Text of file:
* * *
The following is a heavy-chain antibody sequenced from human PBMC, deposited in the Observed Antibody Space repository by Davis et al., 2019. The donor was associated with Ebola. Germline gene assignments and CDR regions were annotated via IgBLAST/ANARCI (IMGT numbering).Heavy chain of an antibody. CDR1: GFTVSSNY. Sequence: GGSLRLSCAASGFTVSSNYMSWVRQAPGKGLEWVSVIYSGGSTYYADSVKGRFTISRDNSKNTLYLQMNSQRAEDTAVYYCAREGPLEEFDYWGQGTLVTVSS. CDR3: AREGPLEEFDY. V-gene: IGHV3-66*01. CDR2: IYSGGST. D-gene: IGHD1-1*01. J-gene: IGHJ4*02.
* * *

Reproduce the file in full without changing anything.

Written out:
The following is a heavy-chain antibody sequenced from human PBMC, deposited in the Observed Antibody Space repository by Davis et al., 2019. The donor was associated with Ebola. Germline gene assignments and CDR regions were annotated via IgBLAST/ANARCI (IMGT numbering).Heavy chain of an antibody. CDR1: GFTVSSNY. Sequence: GGSLRLSCAASGFTVSSNYMSWVRQAPGKGLEWVSVIYSGGSTYYADSVKGRFTISRDNSKNTLYLQMNSQRAEDTAVYYCAREGPLEEFDYWGQGTLVTVSS. CDR3: AREGPLEEFDY. V-gene: IGHV3-66*01. CDR2: IYSGGST. D-gene: IGHD1-1*01. J-gene: IGHJ4*02.